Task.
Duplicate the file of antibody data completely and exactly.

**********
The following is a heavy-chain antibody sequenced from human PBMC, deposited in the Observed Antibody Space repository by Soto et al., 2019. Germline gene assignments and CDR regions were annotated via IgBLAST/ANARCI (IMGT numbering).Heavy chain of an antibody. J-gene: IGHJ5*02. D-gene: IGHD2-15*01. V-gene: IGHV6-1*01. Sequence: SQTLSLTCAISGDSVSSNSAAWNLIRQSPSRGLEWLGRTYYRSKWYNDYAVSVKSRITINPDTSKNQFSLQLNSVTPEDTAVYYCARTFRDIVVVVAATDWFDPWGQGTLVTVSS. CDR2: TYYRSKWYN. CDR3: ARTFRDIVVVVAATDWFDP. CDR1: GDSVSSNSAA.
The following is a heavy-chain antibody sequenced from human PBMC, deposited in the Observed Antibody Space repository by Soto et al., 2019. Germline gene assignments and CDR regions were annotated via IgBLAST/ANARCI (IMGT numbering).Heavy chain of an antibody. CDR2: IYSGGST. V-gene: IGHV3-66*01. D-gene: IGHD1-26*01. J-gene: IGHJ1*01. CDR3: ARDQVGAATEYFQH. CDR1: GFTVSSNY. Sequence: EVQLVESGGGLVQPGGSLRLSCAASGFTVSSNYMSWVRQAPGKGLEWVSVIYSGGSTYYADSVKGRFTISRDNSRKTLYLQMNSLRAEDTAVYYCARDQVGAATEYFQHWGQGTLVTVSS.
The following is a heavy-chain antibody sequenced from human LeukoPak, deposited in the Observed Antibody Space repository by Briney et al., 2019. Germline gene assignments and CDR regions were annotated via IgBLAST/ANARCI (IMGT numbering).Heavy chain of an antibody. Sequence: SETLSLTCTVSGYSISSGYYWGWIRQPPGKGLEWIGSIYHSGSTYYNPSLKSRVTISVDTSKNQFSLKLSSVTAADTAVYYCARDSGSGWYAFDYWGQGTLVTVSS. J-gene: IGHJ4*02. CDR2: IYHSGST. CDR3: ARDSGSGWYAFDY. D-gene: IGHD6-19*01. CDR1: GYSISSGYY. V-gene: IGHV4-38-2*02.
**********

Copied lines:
The following is a heavy-chain antibody sequenced from human PBMC, deposited in the Observed Antibody Space repository by Soto et al., 2019. Germline gene assignments and CDR regions were annotated via IgBLAST/ANARCI (IMGT numbering).Heavy chain of an antibody. J-gene: IGHJ5*02. D-gene: IGHD2-15*01. V-gene: IGHV6-1*01. Sequence: SQTLSLTCAISGDSVSSNSAAWNLIRQSPSRGLEWLGRTYYRSKWYNDYAVSVKSRITINPDTSKNQFSLQLNSVTPEDTAVYYCARTFRDIVVVVAATDWFDPWGQGTLVTVSS. CDR2: TYYRSKWYN. CDR3: ARTFRDIVVVVAATDWFDP. CDR1: GDSVSSNSAA.
The following is a heavy-chain antibody sequenced from human PBMC, deposited in the Observed Antibody Space repository by Soto et al., 2019. Germline gene assignments and CDR regions were annotated via IgBLAST/ANARCI (IMGT numbering).Heavy chain of an antibody. CDR2: IYSGGST. V-gene: IGHV3-66*01. D-gene: IGHD1-26*01. J-gene: IGHJ1*01. CDR3: ARDQVGAATEYFQH. CDR1: GFTVSSNY. Sequence: EVQLVESGGGLVQPGGSLRLSCAASGFTVSSNYMSWVRQAPGKGLEWVSVIYSGGSTYYADSVKGRFTISRDNSRKTLYLQMNSLRAEDTAVYYCARDQVGAATEYFQHWGQGTLVTVSS.
The following is a heavy-chain antibody sequenced from human LeukoPak, deposited in the Observed Antibody Space repository by Briney et al., 2019. Germline gene assignments and CDR regions were annotated via IgBLAST/ANARCI (IMGT numbering).Heavy chain of an antibody. Sequence: SETLSLTCTVSGYSISSGYYWGWIRQPPGKGLEWIGSIYHSGSTYYNPSLKSRVTISVDTSKNQFSLKLSSVTAADTAVYYCARDSGSGWYAFDYWGQGTLVTVSS. J-gene: IGHJ4*02. CDR2: IYHSGST. CDR3: ARDSGSGWYAFDY. D-gene: IGHD6-19*01. CDR1: GYSISSGYY. V-gene: IGHV4-38-2*02.